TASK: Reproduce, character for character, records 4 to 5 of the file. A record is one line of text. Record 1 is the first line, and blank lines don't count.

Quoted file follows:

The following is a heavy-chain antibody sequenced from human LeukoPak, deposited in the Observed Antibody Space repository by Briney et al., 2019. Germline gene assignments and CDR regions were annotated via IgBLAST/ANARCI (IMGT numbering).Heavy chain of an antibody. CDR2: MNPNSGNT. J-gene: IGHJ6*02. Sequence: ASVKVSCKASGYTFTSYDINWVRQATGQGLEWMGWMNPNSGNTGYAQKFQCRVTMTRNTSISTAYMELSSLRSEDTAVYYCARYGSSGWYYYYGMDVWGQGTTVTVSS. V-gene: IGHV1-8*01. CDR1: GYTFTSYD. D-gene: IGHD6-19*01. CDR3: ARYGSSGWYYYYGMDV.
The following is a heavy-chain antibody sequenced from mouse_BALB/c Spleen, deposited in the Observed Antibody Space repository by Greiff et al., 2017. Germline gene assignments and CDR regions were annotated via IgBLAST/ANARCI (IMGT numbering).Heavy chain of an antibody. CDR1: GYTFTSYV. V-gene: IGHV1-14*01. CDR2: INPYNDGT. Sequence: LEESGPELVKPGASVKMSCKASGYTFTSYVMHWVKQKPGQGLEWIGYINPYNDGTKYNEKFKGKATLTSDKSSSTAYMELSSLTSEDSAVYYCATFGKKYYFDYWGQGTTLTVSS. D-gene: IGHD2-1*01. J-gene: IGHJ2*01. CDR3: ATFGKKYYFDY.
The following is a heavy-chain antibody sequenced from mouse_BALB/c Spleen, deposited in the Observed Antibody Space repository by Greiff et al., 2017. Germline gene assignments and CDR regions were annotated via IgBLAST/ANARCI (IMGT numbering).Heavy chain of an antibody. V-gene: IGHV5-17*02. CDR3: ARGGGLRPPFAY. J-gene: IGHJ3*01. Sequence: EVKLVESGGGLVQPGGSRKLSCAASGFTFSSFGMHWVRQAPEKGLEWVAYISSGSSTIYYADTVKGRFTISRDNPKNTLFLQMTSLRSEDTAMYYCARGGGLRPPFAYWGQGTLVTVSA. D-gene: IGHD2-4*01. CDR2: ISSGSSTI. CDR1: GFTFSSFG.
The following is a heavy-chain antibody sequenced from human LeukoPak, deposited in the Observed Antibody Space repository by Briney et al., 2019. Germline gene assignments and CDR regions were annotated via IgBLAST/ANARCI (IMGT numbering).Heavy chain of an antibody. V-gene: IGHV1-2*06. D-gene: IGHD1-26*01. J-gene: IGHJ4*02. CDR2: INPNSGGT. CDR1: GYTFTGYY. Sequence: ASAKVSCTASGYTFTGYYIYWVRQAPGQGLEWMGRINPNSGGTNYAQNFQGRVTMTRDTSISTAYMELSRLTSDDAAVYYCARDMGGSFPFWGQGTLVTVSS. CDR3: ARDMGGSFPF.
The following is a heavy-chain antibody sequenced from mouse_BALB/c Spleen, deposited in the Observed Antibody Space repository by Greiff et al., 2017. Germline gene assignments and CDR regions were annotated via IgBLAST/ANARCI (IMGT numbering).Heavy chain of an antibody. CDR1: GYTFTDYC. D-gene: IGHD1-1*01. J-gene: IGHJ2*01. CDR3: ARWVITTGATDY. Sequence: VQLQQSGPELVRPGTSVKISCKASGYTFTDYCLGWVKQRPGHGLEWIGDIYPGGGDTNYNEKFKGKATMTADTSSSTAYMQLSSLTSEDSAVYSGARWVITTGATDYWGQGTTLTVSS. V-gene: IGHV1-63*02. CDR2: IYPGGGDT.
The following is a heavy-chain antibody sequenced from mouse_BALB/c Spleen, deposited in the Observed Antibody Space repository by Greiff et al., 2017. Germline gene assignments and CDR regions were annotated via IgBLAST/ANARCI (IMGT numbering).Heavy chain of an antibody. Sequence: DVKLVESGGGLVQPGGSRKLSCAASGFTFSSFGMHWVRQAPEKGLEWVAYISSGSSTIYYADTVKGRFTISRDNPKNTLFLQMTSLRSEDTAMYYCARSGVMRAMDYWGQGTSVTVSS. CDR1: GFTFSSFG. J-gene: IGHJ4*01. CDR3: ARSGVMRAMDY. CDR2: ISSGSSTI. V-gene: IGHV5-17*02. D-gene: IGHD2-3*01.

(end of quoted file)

The following is a heavy-chain antibody sequenced from human LeukoPak, deposited in the Observed Antibody Space repository by Briney et al., 2019. Germline gene assignments and CDR regions were annotated via IgBLAST/ANARCI (IMGT numbering).Heavy chain of an antibody. V-gene: IGHV1-2*06. D-gene: IGHD1-26*01. J-gene: IGHJ4*02. CDR2: INPNSGGT. CDR1: GYTFTGYY. Sequence: ASAKVSCTASGYTFTGYYIYWVRQAPGQGLEWMGRINPNSGGTNYAQNFQGRVTMTRDTSISTAYMELSRLTSDDAAVYYCARDMGGSFPFWGQGTLVTVSS. CDR3: ARDMGGSFPF.
The following is a heavy-chain antibody sequenced from mouse_BALB/c Spleen, deposited in the Observed Antibody Space repository by Greiff et al., 2017. Germline gene assignments and CDR regions were annotated via IgBLAST/ANARCI (IMGT numbering).Heavy chain of an antibody. CDR1: GYTFTDYC. D-gene: IGHD1-1*01. J-gene: IGHJ2*01. CDR3: ARWVITTGATDY. Sequence: VQLQQSGPELVRPGTSVKISCKASGYTFTDYCLGWVKQRPGHGLEWIGDIYPGGGDTNYNEKFKGKATMTADTSSSTAYMQLSSLTSEDSAVYSGARWVITTGATDYWGQGTTLTVSS. V-gene: IGHV1-63*02. CDR2: IYPGGGDT.